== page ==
Paying attention to what, when, how often, and how much you eat can be the first step to helping you eat better.
    What kinds of foods should I eat?
    Every 5 years the Government releases dietary guidelines that recommend what kinds of food to eat and to limit so you can have a healthy eating plan. Eat more of these nutrient-rich foods, nutrients—like vitamins, minerals, and dietary fiber—nourish our bodies by giving them what they need to be healthy. The guidelines advise adults to eat the following foods because they are rich in nutrients:
    • fruits and vegetables
    • whole grains, like oatmeal, whole-wheat bread, and brown rice
    • seafood, lean meats, poultry, and eggs
    • fat-free or low-fat milk and cheese, or substitutes (like soy or rice milk) that are high in vitamin D and calcium
    • beans, nuts, and seeds

    Eat less of these foods
    Some foods have many calories but few of the vitamins, minerals, or fiber your body needs. Added sugars, solid fats, and refined grains pack a lot of calories into food but do not add nutrients. The Government’s dietary guidelines recommend that you limit foods such as these:
    • sugar-sweetened drinks and desserts
    • foods with butter, shortening, or other fats that are solid at room temperature
    • white bread like “Agege bread”, rice, and pasta that are made from refined grains

    How can I follow a healthy eating plan?
    These tips may help you stay on track with your plan to eat better:
    • Have low-fat, low-sugar snacks on hand.
    Whether you are at home, at work, or on the go, healthy snacks may help to combat hunger and prevent overeating.
    • Select a mix of colorful vegetables each day.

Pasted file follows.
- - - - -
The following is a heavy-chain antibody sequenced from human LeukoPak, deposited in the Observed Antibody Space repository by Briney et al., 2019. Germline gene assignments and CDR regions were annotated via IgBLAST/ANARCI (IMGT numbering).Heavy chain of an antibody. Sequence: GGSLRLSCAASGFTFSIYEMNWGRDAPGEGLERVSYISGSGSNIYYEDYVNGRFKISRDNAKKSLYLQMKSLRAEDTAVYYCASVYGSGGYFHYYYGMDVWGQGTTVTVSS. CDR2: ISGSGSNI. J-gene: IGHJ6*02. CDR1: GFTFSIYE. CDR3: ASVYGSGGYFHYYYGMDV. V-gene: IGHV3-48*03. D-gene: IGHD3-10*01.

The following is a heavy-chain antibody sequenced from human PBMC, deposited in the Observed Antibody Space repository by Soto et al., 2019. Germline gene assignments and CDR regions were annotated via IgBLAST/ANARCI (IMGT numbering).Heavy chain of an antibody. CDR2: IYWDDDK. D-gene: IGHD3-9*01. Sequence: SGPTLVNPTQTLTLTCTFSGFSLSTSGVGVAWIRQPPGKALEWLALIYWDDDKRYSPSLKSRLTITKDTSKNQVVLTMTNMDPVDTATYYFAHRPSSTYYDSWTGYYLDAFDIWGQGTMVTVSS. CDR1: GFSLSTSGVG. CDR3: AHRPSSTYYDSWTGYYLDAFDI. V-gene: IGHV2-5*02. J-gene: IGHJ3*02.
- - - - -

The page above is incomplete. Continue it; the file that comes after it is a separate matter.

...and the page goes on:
Choose dark leafy greens, such as spinach(Ugu), Scent leaf(Nchanwu), and mustard greens, and reds and oranges such as carrots, sweet potatoes, red peppers, and tomatoes.

    Easy Snack Ideas

    • low-fat or fat free yogurt
    • fresh, canned, or dried fruit
    • sliced vegetables or baby carrots
    How much should I eat?
    How much you should eat depends on your genes, sex, age, and how active you are. In general, men need more calories than women do, and younger adults need more calories than adults in midlife and older. At all ages, adults who are more physically active need to eat more calories than those who are less active.
    What if I need to lose weight?
    What defines a healthy weight varies from person to person. Ask your health care provider about what a healthy weight is for you.  If you are overweight or are experiencing health problems linked to overweight or obesity, ask your health care provider if a modest weight loss would be helpful. A weight loss of 5 to 7 percent of your body weight over 6 months or longer has been shown to improve health.
    Use a food diary to track what you eat
    To keep a food diary, write down all the food you eat in a day. Also, write down the time you eat and your feelings at the time. Writing down your feelings may help you identify your eating triggers. For example, you may notice that you sometimes overeat when you are in a big group, simply because everyone around you is eating. The next time you are eating with a big group, be mindful of that trigger and try to limit how much you eat.